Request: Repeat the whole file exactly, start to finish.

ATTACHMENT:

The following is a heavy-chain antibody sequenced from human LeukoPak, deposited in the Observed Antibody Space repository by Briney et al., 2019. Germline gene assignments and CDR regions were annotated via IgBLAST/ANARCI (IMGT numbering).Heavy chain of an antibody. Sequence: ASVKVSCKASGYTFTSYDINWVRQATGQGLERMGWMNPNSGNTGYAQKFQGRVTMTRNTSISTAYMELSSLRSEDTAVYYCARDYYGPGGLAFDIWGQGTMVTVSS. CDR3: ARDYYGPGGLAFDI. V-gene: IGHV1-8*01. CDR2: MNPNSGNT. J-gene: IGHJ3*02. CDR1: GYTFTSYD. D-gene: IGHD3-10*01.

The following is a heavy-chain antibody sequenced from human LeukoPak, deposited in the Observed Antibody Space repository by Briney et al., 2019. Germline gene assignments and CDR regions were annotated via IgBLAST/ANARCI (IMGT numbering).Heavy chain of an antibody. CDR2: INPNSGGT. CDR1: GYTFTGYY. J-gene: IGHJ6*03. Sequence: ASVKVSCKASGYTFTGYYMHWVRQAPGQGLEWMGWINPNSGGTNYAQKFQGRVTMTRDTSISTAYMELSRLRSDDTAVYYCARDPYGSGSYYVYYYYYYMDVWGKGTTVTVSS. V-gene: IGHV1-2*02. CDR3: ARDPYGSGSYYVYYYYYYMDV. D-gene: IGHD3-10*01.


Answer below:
The following is a heavy-chain antibody sequenced from human LeukoPak, deposited in the Observed Antibody Space repository by Briney et al., 2019. Germline gene assignments and CDR regions were annotated via IgBLAST/ANARCI (IMGT numbering).Heavy chain of an antibody. Sequence: ASVKVSCKASGYTFTSYDINWVRQATGQGLERMGWMNPNSGNTGYAQKFQGRVTMTRNTSISTAYMELSSLRSEDTAVYYCARDYYGPGGLAFDIWGQGTMVTVSS. CDR3: ARDYYGPGGLAFDI. V-gene: IGHV1-8*01. CDR2: MNPNSGNT. J-gene: IGHJ3*02. CDR1: GYTFTSYD. D-gene: IGHD3-10*01.

The following is a heavy-chain antibody sequenced from human LeukoPak, deposited in the Observed Antibody Space repository by Briney et al., 2019. Germline gene assignments and CDR regions were annotated via IgBLAST/ANARCI (IMGT numbering).Heavy chain of an antibody. CDR2: INPNSGGT. CDR1: GYTFTGYY. J-gene: IGHJ6*03. Sequence: ASVKVSCKASGYTFTGYYMHWVRQAPGQGLEWMGWINPNSGGTNYAQKFQGRVTMTRDTSISTAYMELSRLRSDDTAVYYCARDPYGSGSYYVYYYYYYMDVWGKGTTVTVSS. V-gene: IGHV1-2*02. CDR3: ARDPYGSGSYYVYYYYYYMDV. D-gene: IGHD3-10*01.